Seriously, these people have been elected to office and they ought not spend hours of their time debating what’s appropriate for a professional woman lawmaker to wear to work. Missouri’s House should have gotten a jump on raising the base salary for teachers, adding literacy programs and water led testing in schools, providing accessible and affordable childcare or maybe even supporting infrastructure projects, like widening Interstate 70. There are so many important issues that those in Missouri need their legislature to focus on fixing right now. 

 

Yeah, GOP lawmakers in the Show Me state couldn’t help but show they’re asses by making women’s wardrobe their first priority. Yeah, these antics are just another unnecessary effort to exercise control over the female body. And it’s really to the detriment of the state, much like Missouri’s ban on abortion. Yeah, as of June 24 of last year, abortions are illegal in Missouri, except in cases of medical emergency. And at the same time, as there is still ranks 42nd maternal mortality rates. Because we know it’s not about preserving life but controlling women’s bodies, which would be consistent with the recent change of House rules. 

And proponents of the rule change, well they do love to argue that they were just clarifying the existing rules. But that would suggest something was unclear about what women could wear. Or said another way, that women lawmakers were dressing unprofessionally by not covering up their arms with a blazer. Yeah, that sounds pretty much like the patriarchy to me. And yes, I am well aware that Republican Representative Ann Kelly was the one to advance the rule change. But that doesn’t change my opinion in the least.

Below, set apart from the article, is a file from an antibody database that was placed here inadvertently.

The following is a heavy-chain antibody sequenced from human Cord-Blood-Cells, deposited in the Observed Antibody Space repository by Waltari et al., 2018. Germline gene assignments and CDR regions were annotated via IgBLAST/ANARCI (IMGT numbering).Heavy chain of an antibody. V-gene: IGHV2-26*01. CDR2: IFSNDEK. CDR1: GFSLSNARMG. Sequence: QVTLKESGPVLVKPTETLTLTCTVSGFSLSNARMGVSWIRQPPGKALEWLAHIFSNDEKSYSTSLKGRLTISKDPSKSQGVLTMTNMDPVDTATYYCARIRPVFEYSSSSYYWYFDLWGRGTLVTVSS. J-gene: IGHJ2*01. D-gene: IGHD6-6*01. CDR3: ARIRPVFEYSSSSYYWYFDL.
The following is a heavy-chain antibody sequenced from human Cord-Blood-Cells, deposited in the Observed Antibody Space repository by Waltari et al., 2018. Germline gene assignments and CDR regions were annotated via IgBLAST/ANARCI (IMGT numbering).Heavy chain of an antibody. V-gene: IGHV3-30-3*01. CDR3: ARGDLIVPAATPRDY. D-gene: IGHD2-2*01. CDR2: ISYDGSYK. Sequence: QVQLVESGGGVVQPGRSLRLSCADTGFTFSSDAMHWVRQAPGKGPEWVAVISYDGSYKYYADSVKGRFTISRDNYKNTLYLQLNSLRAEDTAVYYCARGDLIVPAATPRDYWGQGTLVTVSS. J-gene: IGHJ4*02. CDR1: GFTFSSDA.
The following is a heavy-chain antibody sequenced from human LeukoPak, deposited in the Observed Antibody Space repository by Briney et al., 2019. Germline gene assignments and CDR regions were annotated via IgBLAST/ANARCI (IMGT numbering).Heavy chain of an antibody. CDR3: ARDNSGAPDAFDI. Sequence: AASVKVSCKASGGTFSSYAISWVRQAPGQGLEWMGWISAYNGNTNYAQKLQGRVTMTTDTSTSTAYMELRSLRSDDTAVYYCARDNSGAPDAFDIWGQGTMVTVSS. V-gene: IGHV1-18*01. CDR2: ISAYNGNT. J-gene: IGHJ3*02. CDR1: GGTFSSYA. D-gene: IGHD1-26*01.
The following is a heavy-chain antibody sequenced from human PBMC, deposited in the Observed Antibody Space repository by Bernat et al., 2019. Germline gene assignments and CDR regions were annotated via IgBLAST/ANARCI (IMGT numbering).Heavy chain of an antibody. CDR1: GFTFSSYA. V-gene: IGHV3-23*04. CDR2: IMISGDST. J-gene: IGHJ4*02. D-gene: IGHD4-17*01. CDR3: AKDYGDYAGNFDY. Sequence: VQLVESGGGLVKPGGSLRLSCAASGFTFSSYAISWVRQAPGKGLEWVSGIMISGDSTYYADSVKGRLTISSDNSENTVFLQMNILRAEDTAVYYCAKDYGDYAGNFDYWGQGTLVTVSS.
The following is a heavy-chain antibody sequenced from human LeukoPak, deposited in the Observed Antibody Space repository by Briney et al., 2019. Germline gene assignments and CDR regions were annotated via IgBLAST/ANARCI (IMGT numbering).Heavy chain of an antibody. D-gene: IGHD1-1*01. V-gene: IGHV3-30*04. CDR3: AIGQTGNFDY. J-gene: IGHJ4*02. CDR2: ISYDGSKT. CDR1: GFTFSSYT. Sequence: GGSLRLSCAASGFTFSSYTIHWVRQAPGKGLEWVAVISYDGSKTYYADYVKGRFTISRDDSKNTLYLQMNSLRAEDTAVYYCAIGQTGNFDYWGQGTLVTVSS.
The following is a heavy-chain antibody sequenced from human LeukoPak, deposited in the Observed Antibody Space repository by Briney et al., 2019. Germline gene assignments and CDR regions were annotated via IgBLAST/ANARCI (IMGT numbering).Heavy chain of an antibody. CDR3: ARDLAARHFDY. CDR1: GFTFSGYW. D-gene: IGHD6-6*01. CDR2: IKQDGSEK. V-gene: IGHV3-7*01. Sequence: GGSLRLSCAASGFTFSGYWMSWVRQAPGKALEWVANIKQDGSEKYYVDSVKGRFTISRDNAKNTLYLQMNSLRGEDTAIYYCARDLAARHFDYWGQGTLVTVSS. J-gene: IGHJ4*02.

The fact remains that women uphold the patriarchy with just as much vigor as men. So it’s no surprise that it was a woman who was looking to police the bodies of her fellow female members of legislature. And I also wouldn’t be shocked if, when pushing the rule change. Representative Kelly used terms like decency to mirror and distraction. Because it’s all a part of the patriarchal playbook to reinforce antiquated, sexist beliefs that there’s some kind of inherent impropriety with the body of a woman, thus requiring men to maintain control of it. 

In Missouri’s legislature, men have always maintained control, and the House in particular, women hold less than 1/3 of the seats in a state where women make up 50% of the population. Male domination in both public and private spaces must come to an end if we want to advance as a society. Otherwise, we’re going to keep wasting time debating nonsense, like whether and how women in Missouri’s house can bare arms.